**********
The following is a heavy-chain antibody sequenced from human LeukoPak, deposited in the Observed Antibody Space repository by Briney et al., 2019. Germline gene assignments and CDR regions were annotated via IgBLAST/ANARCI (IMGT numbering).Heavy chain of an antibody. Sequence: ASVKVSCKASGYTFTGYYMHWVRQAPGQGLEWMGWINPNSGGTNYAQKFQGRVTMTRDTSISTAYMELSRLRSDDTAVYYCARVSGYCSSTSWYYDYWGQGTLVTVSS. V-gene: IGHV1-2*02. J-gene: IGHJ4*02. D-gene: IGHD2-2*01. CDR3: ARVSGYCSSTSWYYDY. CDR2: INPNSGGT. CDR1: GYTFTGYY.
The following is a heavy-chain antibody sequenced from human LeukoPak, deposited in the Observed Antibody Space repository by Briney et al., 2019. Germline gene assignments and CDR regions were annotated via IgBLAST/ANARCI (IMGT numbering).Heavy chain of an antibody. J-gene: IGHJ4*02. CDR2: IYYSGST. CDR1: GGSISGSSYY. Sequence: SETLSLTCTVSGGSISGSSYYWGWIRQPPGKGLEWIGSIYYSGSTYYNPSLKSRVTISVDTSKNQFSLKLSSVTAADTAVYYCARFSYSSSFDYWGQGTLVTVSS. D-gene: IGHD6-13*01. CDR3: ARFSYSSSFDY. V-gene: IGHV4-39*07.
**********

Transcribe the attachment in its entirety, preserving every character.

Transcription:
The following is a heavy-chain antibody sequenced from human LeukoPak, deposited in the Observed Antibody Space repository by Briney et al., 2019. Germline gene assignments and CDR regions were annotated via IgBLAST/ANARCI (IMGT numbering).Heavy chain of an antibody. Sequence: ASVKVSCKASGYTFTGYYMHWVRQAPGQGLEWMGWINPNSGGTNYAQKFQGRVTMTRDTSISTAYMELSRLRSDDTAVYYCARVSGYCSSTSWYYDYWGQGTLVTVSS. V-gene: IGHV1-2*02. J-gene: IGHJ4*02. D-gene: IGHD2-2*01. CDR3: ARVSGYCSSTSWYYDY. CDR2: INPNSGGT. CDR1: GYTFTGYY.
The following is a heavy-chain antibody sequenced from human LeukoPak, deposited in the Observed Antibody Space repository by Briney et al., 2019. Germline gene assignments and CDR regions were annotated via IgBLAST/ANARCI (IMGT numbering).Heavy chain of an antibody. J-gene: IGHJ4*02. CDR2: IYYSGST. CDR1: GGSISGSSYY. Sequence: SETLSLTCTVSGGSISGSSYYWGWIRQPPGKGLEWIGSIYYSGSTYYNPSLKSRVTISVDTSKNQFSLKLSSVTAADTAVYYCARFSYSSSFDYWGQGTLVTVSS. D-gene: IGHD6-13*01. CDR3: ARFSYSSSFDY. V-gene: IGHV4-39*07.